E-commerce newsletters: examples, tips and tools

E-commerce newsletters: examples, tips and tools

Candido Romano Published on 12/16/2022

E-commerce newsletters: examples, tips and tools

Our guide to creating effective e-commerce newsletters that provide information, spread the word about your brand and sell your products.


  • What is an e-commerce newsletter?
  • The advantages of e-commerce newsletters
  • What are e-commerce newsletters for?
  • What should I write in my newsletter? Publishing plan and schedule
  • Customer database and list segmentation
  • Tools for creating e-commerce newsletters
  • Tips for effective newsletters
  • Examples of e-commerce newsletters

An e-commerce newsletter forms a vital part of any wider digital marketing strategy, for many reasons: improving brand awareness, increasing customer loyalty and promoting cross-selling and upselling, to name but a few.

The aim is therefore not just to sell more, but also to inform your contacts about the brand and any new discounts, products or updates. E-commerce newsletters are a way of gaining access to the user’s most ‘intimate’ virtual space: their email inbox.

This makes it one of many email marketing strategies, which we discussed in more depth in this article. So how do you go about creating a successful e-commerce newsletter? Here are some tools, tips and examples.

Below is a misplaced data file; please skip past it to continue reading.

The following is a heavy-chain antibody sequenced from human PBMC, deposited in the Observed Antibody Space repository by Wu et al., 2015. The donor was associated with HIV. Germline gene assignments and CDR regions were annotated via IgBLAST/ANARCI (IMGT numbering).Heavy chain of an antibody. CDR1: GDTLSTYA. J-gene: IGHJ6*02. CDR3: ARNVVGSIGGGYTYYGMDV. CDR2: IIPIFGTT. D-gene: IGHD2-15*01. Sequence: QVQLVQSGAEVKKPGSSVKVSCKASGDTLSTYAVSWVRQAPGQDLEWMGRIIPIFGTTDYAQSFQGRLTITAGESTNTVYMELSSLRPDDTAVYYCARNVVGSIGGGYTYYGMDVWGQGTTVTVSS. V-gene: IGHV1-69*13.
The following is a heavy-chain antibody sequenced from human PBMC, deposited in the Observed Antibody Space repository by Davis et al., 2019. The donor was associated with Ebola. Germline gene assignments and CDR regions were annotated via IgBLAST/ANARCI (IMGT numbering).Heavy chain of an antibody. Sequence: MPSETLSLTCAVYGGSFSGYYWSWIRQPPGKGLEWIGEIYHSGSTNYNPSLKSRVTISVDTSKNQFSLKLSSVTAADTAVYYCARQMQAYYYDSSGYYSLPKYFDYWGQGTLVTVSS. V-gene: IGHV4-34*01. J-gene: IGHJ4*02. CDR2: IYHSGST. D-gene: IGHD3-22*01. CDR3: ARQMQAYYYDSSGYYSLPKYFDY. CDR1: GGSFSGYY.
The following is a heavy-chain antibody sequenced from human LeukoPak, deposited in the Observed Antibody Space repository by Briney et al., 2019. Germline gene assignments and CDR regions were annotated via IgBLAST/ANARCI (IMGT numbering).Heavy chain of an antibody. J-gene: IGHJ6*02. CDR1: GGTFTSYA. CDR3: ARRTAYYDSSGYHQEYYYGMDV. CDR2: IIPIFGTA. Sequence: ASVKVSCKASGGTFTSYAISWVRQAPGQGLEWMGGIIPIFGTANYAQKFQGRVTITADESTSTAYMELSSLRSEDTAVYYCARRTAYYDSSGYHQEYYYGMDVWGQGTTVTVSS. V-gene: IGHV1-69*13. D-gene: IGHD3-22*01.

What is an e-commerce newsletter?

The most common piece of contact information websites – and therefore online shops – ask for is an email address: email is a useful communication channel that improves brand recognition, helps customers remember your brand and increases traffic to your online shop, which hopefully translates into more purchases.

In practice, it goes something like this: the user lands on your online shop, registers using their email address and potentially buys something. Or they leave their email address having seen a banner offering a discount in exchange for registering. This is just one way of ‘capturing’ this piece of contact information, and forms part of a wider lead generation strategy. You then add the email address to your contact list: a series of contacts who periodically receive informative content, offers, coupons and much more.

People still use emails a great deal to get information, find new interesting content and, yes, make purchases.

The advantages of e-commerce newsletters

The key advantages of e-commerce newsletters are:

  • They allow you to build a database of contacts over time: this is a real asset for any business, not bound by the rules or restrictions of any platform. Taking the best possible care of a database of contacts allows brands to forge a direct and personalised communication channel with their customers.